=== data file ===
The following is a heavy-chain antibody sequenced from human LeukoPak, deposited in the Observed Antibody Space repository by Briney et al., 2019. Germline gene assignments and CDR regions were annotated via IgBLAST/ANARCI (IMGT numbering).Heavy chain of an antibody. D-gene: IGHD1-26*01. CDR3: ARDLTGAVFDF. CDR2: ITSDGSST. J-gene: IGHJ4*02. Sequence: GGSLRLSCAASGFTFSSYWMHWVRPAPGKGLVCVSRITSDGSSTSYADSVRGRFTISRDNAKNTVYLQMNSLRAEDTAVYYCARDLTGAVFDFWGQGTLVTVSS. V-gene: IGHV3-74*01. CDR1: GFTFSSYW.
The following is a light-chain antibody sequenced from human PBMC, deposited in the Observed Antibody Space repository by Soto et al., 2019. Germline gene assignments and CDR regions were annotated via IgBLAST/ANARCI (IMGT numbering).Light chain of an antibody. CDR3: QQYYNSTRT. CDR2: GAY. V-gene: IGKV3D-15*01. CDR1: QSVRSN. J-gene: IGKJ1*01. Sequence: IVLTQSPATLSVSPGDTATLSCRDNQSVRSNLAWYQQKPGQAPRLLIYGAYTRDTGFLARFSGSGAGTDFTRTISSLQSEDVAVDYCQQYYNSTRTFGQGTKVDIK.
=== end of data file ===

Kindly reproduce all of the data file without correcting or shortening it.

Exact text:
The following is a heavy-chain antibody sequenced from human LeukoPak, deposited in the Observed Antibody Space repository by Briney et al., 2019. Germline gene assignments and CDR regions were annotated via IgBLAST/ANARCI (IMGT numbering).Heavy chain of an antibody. D-gene: IGHD1-26*01. CDR3: ARDLTGAVFDF. CDR2: ITSDGSST. J-gene: IGHJ4*02. Sequence: GGSLRLSCAASGFTFSSYWMHWVRPAPGKGLVCVSRITSDGSSTSYADSVRGRFTISRDNAKNTVYLQMNSLRAEDTAVYYCARDLTGAVFDFWGQGTLVTVSS. V-gene: IGHV3-74*01. CDR1: GFTFSSYW.
The following is a light-chain antibody sequenced from human PBMC, deposited in the Observed Antibody Space repository by Soto et al., 2019. Germline gene assignments and CDR regions were annotated via IgBLAST/ANARCI (IMGT numbering).Light chain of an antibody. CDR3: QQYYNSTRT. CDR2: GAY. V-gene: IGKV3D-15*01. CDR1: QSVRSN. J-gene: IGKJ1*01. Sequence: IVLTQSPATLSVSPGDTATLSCRDNQSVRSNLAWYQQKPGQAPRLLIYGAYTRDTGFLARFSGSGAGTDFTRTISSLQSEDVAVDYCQQYYNSTRTFGQGTKVDIK.